Case 2.-F****, colored woman, æt. 28, seized on 7th of August with complete retention of urine, which at first I was disposed to attribute to “retroversio uteri” or “prolapsus." An examination convinced me that neither was the case, nor was there any derangement of the pelvic viscera. She was relieved by the catheter, and took the following: Ķ Fol. uvæ ursi, 3 ij; fol. diosmæ 3 ss.; bac. junip. cont. 3 ij; aq. bullient Ojss; strain and add soda bicarbonate 3 ij; S. Wineglassful every two hours. Aug. 8—Retention continues; relieved by the catheter; secretion abundant; took R. Tinct. ferri chloridi 3 ss. S. gtt. x, quater die. August. 9—Quite well. August 10-Retention again relieved by the catheter; ordered the drops to be continued. August 11–Micturition easy; secretion copious. August 12—Complete retention. Here was a remarkable case of periodical" retention. On the following day I gave her R Quiniæ sulphat. gr. xij; aq. distillat. 3 ij; acid. sulph. gtt. ij; tinct. digitalis git. x. M. Since which time there has been no recurrence of this troublesome affection.

Case 3.-Sept. 19—Called to see Mrs. G****, æt. 21 ; found her with facial neuralgia, which had tormented her for several weeks—face much swollen, great tenderness on pressure; wished to have the nerve divided, which I declined doing. Applied a solution of camphor in chloroform locally, with considerable relief. Sept. 21-Pain as violent as ever; ordered R: Pulv. rhei. gr. x; magnesia cal. 3 j, and the following cerate : R Morphine sulph. gr. ij; cerat. simp. 3 i. Sept. 22– Swelling, pain and tenderness greatly diminished. No fever; appetite good. Sept. 23—Pain agonising; skin hot and dry; tongue coated; ordered a mercurial cathartic and continued the cerate with warm applications. Sept. 24—Pain dull; skin cool and moist, pulse 80. Gave R Magnesia sulph. 3 ss. quiniæ sulph. gr. xv ; aq. distillat 3 ij; acidi sulph. gtt. ij; tinct. digitatis gtt. x ij. M. Sept. 25—Slept well; pain gone, and up to this time has had no return of this painful malady.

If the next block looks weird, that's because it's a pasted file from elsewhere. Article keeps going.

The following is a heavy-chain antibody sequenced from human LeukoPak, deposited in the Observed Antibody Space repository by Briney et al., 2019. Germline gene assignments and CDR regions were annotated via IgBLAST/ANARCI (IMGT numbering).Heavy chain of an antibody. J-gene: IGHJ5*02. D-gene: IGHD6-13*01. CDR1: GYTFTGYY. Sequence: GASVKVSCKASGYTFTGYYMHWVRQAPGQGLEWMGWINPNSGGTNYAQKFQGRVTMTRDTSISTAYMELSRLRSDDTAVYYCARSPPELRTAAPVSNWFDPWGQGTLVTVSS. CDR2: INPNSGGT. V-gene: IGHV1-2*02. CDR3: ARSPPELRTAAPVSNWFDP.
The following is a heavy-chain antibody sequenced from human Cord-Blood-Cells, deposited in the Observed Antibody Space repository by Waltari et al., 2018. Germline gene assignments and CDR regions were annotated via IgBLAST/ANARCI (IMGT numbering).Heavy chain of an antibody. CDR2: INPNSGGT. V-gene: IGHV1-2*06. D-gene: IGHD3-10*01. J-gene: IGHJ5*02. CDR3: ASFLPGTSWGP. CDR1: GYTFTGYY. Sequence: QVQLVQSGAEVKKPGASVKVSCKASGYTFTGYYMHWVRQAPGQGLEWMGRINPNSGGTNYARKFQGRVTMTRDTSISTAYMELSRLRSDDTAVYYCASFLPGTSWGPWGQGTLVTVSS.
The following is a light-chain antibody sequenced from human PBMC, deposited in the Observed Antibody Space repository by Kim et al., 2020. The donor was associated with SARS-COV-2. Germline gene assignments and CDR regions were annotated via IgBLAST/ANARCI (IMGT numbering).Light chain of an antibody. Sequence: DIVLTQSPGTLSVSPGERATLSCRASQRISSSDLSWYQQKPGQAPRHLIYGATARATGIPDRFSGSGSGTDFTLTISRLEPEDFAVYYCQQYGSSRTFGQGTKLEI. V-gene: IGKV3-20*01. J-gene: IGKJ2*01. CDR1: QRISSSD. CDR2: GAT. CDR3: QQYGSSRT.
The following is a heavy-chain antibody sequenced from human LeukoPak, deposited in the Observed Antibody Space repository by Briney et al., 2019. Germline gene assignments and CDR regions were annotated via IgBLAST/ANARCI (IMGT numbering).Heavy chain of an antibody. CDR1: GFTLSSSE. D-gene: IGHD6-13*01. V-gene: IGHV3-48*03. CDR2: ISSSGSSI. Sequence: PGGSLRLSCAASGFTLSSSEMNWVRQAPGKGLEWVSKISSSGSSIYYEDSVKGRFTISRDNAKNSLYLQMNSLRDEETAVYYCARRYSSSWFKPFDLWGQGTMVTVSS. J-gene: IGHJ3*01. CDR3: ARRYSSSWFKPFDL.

Case 4.-Mr. M****, attacked with symptoms of acute dysentery on the 18th of October, which, however, did not confine him to his bed. Applied to me on the 21st-could not trace the disease to errors in diet-ordered a laxative, and then

gave the following: R Pulv. opii. gr. vi; plumbi acetat. gr. x ij; acidi tannici gr. xxvi; mel opt. q. s. ut. fiat. mass, in pill xij. Dividenda, Š-One every three hours. Saw him again on the 27th; had been twice temporarily relieved by the pills; was now troubled with rise of fever every night, great tormina and tenesmus, with spasm of the rectum. All of these symptoms subsided entirely during the day. At 4 o'clock in the afternoon he took R. Quinia sulphat. gr. xij; aq. camph. 3 ij; tinct. digitalis gtt. x. M; and at night the following enema: R Mucil acaciæ 3 ij; tinct. opii. 3 1. M. By these means the fever was prevented, the spasm allayed and the dysentery cured.

These cases amply suffice for the purpose of illustration.

It will be seen that in the treatment of the above cases I have employed digitalis and camphor in combination with quinine; the object of this being to prevent the disagreeable nervous sequelæ which follow the use of quinine alone. For this I am indebted to my friend Dr. Worsham, of Dinwiddie; and my own experience fully corroborates the truth of his statement.